Marijuana is becoming more widespread across the world with more countries passing the legislation making it legal. But, when one country makes that kind of substance legal for recreational use, it usually triggers the increase of marijuana-impaired driving. So to prevent increasing of car accidents caused by high driving, a state has to regulate it by the law.
There are a few examples of the states which have made a progress in regulating drugged driving. For instance, in Colorado and Washington states it is legal to drive with nine nanograms of Tetrahydrocannabinol (THC- the main substance of marijuana) in blood.
But, when it comes to driving, how can police officers determine whether someone is driving high? How is it measured? Is the test reliable and precise?
Unlike alcohol—in which case impairment is easily and most precisely measurable—when it comes to marijuana impairment it’s more difficult.
As the matter of fact, the problem with marijuana is simple. THC remains in person’s blood for weeks, up to three months after taking the drug. That does not mean it would influence everyday activities or driving abilities, but it remains in the blood leading to positive testing.
Measuring Until Now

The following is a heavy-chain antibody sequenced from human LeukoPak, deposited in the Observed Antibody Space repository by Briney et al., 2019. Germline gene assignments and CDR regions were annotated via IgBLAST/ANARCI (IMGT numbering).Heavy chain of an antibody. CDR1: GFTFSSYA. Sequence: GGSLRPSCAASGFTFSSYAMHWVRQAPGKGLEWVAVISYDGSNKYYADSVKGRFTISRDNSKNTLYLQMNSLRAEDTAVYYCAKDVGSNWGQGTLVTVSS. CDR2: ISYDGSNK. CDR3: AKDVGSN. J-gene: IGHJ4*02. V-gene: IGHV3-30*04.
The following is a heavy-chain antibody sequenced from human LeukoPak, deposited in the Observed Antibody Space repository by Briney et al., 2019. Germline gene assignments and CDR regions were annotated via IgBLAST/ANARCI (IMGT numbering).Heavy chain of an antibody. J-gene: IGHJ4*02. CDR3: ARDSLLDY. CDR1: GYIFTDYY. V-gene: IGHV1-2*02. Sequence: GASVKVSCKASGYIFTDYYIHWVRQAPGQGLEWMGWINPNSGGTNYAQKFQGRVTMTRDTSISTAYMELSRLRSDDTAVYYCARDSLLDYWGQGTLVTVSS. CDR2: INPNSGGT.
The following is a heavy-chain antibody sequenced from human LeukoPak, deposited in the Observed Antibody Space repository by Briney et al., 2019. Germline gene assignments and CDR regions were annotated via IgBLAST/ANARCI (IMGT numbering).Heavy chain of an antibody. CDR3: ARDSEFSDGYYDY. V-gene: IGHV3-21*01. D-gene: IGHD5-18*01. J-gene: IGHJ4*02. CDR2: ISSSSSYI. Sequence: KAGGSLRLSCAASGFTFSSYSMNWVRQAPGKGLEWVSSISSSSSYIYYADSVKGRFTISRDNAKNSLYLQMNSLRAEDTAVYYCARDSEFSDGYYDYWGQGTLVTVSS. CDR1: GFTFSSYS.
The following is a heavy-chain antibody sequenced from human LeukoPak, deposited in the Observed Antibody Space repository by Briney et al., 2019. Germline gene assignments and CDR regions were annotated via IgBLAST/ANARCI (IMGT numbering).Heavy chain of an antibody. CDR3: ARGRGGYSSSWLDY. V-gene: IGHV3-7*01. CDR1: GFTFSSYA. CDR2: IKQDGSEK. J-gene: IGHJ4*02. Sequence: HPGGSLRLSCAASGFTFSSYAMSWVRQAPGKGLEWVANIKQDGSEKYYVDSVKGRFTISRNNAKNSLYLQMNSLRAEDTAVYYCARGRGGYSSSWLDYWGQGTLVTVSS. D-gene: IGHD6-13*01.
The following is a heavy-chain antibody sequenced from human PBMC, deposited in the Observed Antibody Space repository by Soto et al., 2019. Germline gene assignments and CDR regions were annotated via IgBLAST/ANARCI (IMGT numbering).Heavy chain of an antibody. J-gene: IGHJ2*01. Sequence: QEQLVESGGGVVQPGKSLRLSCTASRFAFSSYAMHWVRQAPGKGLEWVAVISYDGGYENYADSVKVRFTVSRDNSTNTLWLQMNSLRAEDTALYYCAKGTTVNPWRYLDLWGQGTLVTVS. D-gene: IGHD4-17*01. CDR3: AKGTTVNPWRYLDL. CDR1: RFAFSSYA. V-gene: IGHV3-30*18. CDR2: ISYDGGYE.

Usually, police officers are trained to recognize those who sit behind the wheel after having a joint. If suspected of a driver driving under the influence of marijuana the driver would also be asked to take horizontal gaze nystagmus test, walk and turn test, one-leg stand. If failing the test, the driver will be ordered to provide a blood, breath, or urine test.
While Canada moves closer to legalizing marijuana, the police officers across the country are testing new devices currently testing roadside oral fluid drug screening devices. If the devices are proven to be reliable, they will be used as an official test.
What is the issue with THC breathalyzer devices? THC usually stays in the breath for a few hours, so if the device detects it, the person probably smoke recently and might still be impaired. However, some studies suggest that the data taken with marijuana breathalyzers is limited.
New Measuring Technologies
Strict marijuana laws in different countries have always restricting research conducted to develop cheap and reliable breathalyzer tests. Currently, there are many small and larger companies working on developing the portable, handheld marijuana breathalyzer and easy to use by the police. We can only hope to have a solution to this problem in the near future.
Drunk Driving vs High Driving Infographic
The infographic from OMQ law firm explains what is the difference between Driving Under the Influence (DUI) and Driving While Intoxicated (DWI), how alcohol and THC levels are measured, and what the existing penalties are in Canada and the USA.
Let’s take a look at what is considered illegal in these two countries, and the differences between them and what can other countries learn from them.
Link for the infographic: http://omqlaw.ca/criminal-law/drinking-and-driving-related-offences/